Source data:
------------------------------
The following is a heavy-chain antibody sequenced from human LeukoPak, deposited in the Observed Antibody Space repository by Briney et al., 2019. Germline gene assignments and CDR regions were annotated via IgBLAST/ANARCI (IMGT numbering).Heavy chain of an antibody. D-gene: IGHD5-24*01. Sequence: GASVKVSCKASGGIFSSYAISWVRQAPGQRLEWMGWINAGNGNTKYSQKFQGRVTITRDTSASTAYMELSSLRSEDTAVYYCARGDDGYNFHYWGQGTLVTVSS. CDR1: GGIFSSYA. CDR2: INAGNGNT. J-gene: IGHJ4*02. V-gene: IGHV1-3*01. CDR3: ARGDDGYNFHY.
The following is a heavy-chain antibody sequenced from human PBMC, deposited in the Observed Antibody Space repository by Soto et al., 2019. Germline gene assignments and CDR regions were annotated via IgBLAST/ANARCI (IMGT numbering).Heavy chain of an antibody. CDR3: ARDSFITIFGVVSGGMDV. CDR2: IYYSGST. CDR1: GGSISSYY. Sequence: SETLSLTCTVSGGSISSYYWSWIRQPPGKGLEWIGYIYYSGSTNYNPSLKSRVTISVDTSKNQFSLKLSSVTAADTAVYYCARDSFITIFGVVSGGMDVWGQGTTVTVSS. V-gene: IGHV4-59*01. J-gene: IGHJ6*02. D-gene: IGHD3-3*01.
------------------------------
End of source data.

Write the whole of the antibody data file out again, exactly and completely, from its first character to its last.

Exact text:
The following is a heavy-chain antibody sequenced from human LeukoPak, deposited in the Observed Antibody Space repository by Briney et al., 2019. Germline gene assignments and CDR regions were annotated via IgBLAST/ANARCI (IMGT numbering).Heavy chain of an antibody. D-gene: IGHD5-24*01. Sequence: GASVKVSCKASGGIFSSYAISWVRQAPGQRLEWMGWINAGNGNTKYSQKFQGRVTITRDTSASTAYMELSSLRSEDTAVYYCARGDDGYNFHYWGQGTLVTVSS. CDR1: GGIFSSYA. CDR2: INAGNGNT. J-gene: IGHJ4*02. V-gene: IGHV1-3*01. CDR3: ARGDDGYNFHY.
The following is a heavy-chain antibody sequenced from human PBMC, deposited in the Observed Antibody Space repository by Soto et al., 2019. Germline gene assignments and CDR regions were annotated via IgBLAST/ANARCI (IMGT numbering).Heavy chain of an antibody. CDR3: ARDSFITIFGVVSGGMDV. CDR2: IYYSGST. CDR1: GGSISSYY. Sequence: SETLSLTCTVSGGSISSYYWSWIRQPPGKGLEWIGYIYYSGSTNYNPSLKSRVTISVDTSKNQFSLKLSSVTAADTAVYYCARDSFITIFGVVSGGMDVWGQGTTVTVSS. V-gene: IGHV4-59*01. J-gene: IGHJ6*02. D-gene: IGHD3-3*01.